The Daughters of Danaus by Mona Caird

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"What always bewilders me," Hadria says, bending over the balustrade among the ivy, "is the enormous gulf between what might be and what is, in human life."

In a bleak and solitary district of Scotland, a group of children form a secret society -- the Preposterous Society, they call it -- for the discussing of ideas.

Of them, Hadria seems especially to have absorbed the spirit of those mystic northern twilights. A slight, dark-haired girl, she has a pale, rather mysterious face, and large, bewitched-looking eyes -- yet she is full of life, and is an inspiration to her siblings . . . for her thoughts as much as for her actions.

Now a new thought disturbs her -- springing from a chance disagreement with a quotation from Emerson. In thinking of the greatness Emerson achieved, she wondered: could a woman do the same? Would circumstances allow a woman to raise herself to the same heights, in a society that expects it of a man?

The Daughters of Danaus is the moving story of a girl trying to find happiness in a world full of uncomfortable and even cruel realities.


About Mona Caird

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Romance author Jayne Ann Krentz was born in Borrego Springs, California on March 28, 1948. She received a B.A. in history from the University of California at Santa Cruz and a Masters degree in library science from San Jose State University. Before becoming a full-time author, she worked as a librarian. Her novels include: Truth or Dare, All Night Long, and Copper Beach. She has written under seven different names: Jayne Bentley, Amanda Glass, Stephanie James, Jayne Taylor, Jayne Castle, Amanda Quick and Jayne Ann Krentz. Her first book, Gentle Pirate, was published in 1980 under the name Jayne Castle. She currently uses only three personas to represent her three specialties. She uses the name Jayne Ann Krentz for her contemporary pieces, Amanda Quick for her historical fiction pieces, and Jayne Castle for her futuristic pieces. She has received numerous awards for her work including the 1995 Romantic Times Reviewer's Choice Award for Trust Me, the 2004 Romantic Times Reviewer's Choice Award for Falling Awake, the Romantic Times Career Achievement Award, the Romantic Times Jane Austen Award, and the Susan Koppelman Award for Feminist Studies for Dangerous Men and Adventurous Women: Romance Writers on the Appeal of the Romance.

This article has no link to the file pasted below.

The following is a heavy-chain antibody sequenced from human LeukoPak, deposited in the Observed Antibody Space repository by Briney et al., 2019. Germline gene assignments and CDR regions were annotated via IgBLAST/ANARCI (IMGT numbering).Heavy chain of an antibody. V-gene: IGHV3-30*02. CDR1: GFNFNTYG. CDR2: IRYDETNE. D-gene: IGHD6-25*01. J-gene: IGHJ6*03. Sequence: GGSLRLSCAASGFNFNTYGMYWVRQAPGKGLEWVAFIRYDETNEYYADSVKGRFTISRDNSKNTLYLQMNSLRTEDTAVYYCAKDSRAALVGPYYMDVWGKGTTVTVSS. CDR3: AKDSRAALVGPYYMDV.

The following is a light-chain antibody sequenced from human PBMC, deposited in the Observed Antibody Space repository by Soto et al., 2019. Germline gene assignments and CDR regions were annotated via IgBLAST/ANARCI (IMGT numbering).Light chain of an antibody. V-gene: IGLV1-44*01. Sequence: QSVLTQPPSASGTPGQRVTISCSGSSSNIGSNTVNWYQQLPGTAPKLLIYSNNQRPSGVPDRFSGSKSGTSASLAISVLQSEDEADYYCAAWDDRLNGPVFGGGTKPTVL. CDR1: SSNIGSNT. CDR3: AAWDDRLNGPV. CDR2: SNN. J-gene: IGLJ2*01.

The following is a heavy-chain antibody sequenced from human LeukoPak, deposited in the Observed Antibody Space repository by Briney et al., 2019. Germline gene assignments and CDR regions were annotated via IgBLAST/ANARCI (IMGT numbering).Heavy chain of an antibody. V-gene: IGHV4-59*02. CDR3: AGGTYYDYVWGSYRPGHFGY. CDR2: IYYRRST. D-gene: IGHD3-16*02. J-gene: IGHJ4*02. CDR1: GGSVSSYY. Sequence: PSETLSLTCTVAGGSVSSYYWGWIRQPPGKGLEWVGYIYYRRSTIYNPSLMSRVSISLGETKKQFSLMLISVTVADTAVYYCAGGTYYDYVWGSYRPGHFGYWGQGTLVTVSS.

Published May 16, 2012 by The Feminist Press at CUNY. 418 pages
Genres: Gay & Lesbian, Literature & Fiction, Romance, Education & Reference. Fiction

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